There are two main investors in advanced fabrics, Zhang said: the military and exercise-savvy consumers. At NC State, researchers work to improve many characteristics of materials to enhance their performance and functionality, like moisture management for body armor. Protective gear doesn’t easily let moisture out, which is uncomfortable for the military service members who wear them. Researchers are also studying how to integrate and test functional fibers and yarns in fabric on a large scale for various applications.
“We understand fabrics inside out,” Zhang said.
Advanced manufacturing is intertwined in North Carolina’s history; the state has led manufacturing-based industries like textiles, furniture and electronics. Smart Manufacturing uses technologies like robotics, advanced sensor systems and big data to optimize production. This advanced type of manufacturing not only improves efficiency but also allows operations to respond to evolving circumstances.
NC State is a partner in two related institutes. The Clean Energy Smart Manufacturing Innovation Institute (CESMII) develops technology like smart sensors that can reduce energy expenses in advanced manufacturing. Rapid Advancement in Process Intensification Deployment (RAPID) improves efficiency in process industries by developing modular chemical process-intensification technology, which involves approaches like combining types of manufacturing steps or using only-as-much-as-needed, site-specific processes instead of shipping large amounts of materials from a remote, larger-scale plant.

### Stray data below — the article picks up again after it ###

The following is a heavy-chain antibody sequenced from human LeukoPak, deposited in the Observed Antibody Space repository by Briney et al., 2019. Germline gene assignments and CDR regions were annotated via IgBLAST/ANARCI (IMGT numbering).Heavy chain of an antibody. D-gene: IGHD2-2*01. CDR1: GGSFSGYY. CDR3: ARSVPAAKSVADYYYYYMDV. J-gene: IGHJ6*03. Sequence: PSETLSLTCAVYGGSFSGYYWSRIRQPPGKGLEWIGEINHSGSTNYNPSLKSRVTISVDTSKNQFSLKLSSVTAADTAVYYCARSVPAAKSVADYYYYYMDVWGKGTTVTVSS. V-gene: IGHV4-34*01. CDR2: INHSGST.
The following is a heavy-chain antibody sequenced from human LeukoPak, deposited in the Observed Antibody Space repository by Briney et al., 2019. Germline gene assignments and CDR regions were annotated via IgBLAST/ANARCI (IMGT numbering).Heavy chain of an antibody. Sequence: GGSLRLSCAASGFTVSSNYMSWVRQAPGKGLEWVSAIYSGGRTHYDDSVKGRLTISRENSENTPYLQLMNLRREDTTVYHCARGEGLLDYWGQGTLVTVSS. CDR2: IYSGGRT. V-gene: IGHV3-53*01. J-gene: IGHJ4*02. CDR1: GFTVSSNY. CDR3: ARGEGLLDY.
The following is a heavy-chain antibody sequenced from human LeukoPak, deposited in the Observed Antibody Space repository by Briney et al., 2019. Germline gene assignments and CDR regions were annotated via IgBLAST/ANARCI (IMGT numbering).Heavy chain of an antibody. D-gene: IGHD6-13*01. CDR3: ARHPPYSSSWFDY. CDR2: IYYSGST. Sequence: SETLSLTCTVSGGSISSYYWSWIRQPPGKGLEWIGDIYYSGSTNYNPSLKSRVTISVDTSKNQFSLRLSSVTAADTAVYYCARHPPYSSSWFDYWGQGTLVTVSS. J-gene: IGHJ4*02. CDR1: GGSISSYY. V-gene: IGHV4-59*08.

The university has the experience, infrastructure and expertise to build up smart manufacturing technologies in North Carolina.
“NC State’s intellectual strengths are an important part of our involvement,” said Phil Westmoreland, a professor in the Department of Chemical and Biomolecular Engineering. “We have a strong background in manufacturing here in North Carolina, now supported by our university expertise in polymers, pharmaceuticals and biofuels. NC State also has a heritage of producing industry-ready graduates, especially from our engineering departments.”
As a CESMII and RAPID partner, NC State melds its skills in academic research and manufacturing know-how. The Nonwovens Institute, Center for Additive Manufacturing and Logistics, and Paper Science and Engineering degree program already integrate academia and manufacturing in different industries.
“NC State has long had industrial liaison activity,” Westmoreland said. “NC State’s agricultural and industrial extensions have been a key part of the university’s DNA.”